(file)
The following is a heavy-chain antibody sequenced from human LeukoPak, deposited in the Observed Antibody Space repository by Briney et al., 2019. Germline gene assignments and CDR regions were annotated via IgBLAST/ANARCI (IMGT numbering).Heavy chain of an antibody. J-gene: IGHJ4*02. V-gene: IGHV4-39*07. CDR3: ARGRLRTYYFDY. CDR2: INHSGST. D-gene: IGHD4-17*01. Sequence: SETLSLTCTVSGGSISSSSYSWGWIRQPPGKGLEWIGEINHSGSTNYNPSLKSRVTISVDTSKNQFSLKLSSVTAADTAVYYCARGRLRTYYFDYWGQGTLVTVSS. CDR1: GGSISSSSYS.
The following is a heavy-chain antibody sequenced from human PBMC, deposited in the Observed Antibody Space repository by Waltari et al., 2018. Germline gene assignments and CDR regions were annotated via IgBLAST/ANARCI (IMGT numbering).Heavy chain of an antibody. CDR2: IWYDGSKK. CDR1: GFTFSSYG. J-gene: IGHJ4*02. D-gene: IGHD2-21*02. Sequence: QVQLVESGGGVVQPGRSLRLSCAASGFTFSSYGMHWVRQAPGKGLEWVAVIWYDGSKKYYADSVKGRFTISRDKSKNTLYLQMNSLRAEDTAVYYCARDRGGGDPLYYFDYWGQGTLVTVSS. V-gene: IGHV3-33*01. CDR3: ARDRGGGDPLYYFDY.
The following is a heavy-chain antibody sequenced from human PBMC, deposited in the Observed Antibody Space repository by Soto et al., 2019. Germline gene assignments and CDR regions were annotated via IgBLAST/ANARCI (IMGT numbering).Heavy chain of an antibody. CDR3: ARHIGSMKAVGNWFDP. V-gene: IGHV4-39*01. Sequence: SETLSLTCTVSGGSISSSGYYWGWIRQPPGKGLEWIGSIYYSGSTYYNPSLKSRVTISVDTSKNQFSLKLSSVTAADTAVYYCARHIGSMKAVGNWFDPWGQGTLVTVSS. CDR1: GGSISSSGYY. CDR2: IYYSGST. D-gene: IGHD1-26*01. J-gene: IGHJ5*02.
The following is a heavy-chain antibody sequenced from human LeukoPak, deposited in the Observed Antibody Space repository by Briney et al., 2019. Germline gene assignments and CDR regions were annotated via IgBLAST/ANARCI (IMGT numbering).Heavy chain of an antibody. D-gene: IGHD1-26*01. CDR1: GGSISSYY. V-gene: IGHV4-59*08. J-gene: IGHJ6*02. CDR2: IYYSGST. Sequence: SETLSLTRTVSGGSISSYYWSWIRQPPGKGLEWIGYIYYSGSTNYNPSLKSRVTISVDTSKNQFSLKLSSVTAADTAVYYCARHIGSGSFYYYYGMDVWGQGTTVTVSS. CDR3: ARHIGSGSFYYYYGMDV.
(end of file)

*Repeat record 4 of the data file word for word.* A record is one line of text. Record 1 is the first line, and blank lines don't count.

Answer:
The following is a heavy-chain antibody sequenced from human LeukoPak, deposited in the Observed Antibody Space repository by Briney et al., 2019. Germline gene assignments and CDR regions were annotated via IgBLAST/ANARCI (IMGT numbering).Heavy chain of an antibody. D-gene: IGHD1-26*01. CDR1: GGSISSYY. V-gene: IGHV4-59*08. J-gene: IGHJ6*02. CDR2: IYYSGST. Sequence: SETLSLTRTVSGGSISSYYWSWIRQPPGKGLEWIGYIYYSGSTNYNPSLKSRVTISVDTSKNQFSLKLSSVTAADTAVYYCARHIGSGSFYYYYGMDVWGQGTTVTVSS. CDR3: ARHIGSGSFYYYYGMDV.